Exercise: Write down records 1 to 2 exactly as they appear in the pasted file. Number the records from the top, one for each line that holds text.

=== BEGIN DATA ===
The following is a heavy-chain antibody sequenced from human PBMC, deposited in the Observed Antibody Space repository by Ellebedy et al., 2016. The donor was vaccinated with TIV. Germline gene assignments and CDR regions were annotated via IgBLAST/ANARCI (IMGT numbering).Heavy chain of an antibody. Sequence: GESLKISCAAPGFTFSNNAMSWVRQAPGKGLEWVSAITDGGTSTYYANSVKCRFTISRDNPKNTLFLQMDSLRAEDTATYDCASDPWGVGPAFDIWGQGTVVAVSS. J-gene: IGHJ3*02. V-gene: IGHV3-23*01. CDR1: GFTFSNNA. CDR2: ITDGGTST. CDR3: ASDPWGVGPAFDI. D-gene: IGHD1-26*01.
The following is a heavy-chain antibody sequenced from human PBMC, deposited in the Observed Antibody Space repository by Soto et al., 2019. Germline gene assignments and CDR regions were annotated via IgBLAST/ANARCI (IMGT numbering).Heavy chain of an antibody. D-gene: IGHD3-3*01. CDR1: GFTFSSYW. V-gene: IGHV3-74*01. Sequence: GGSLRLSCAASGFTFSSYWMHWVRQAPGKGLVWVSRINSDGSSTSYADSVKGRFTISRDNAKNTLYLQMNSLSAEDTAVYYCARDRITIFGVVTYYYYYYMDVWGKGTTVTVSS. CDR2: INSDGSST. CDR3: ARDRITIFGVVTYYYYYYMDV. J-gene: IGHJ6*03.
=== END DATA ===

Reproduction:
The following is a heavy-chain antibody sequenced from human PBMC, deposited in the Observed Antibody Space repository by Ellebedy et al., 2016. The donor was vaccinated with TIV. Germline gene assignments and CDR regions were annotated via IgBLAST/ANARCI (IMGT numbering).Heavy chain of an antibody. Sequence: GESLKISCAAPGFTFSNNAMSWVRQAPGKGLEWVSAITDGGTSTYYANSVKCRFTISRDNPKNTLFLQMDSLRAEDTATYDCASDPWGVGPAFDIWGQGTVVAVSS. J-gene: IGHJ3*02. V-gene: IGHV3-23*01. CDR1: GFTFSNNA. CDR2: ITDGGTST. CDR3: ASDPWGVGPAFDI. D-gene: IGHD1-26*01.
The following is a heavy-chain antibody sequenced from human PBMC, deposited in the Observed Antibody Space repository by Soto et al., 2019. Germline gene assignments and CDR regions were annotated via IgBLAST/ANARCI (IMGT numbering).Heavy chain of an antibody. D-gene: IGHD3-3*01. CDR1: GFTFSSYW. V-gene: IGHV3-74*01. Sequence: GGSLRLSCAASGFTFSSYWMHWVRQAPGKGLVWVSRINSDGSSTSYADSVKGRFTISRDNAKNTLYLQMNSLSAEDTAVYYCARDRITIFGVVTYYYYYYMDVWGKGTTVTVSS. CDR2: INSDGSST. CDR3: ARDRITIFGVVTYYYYYYMDV. J-gene: IGHJ6*03.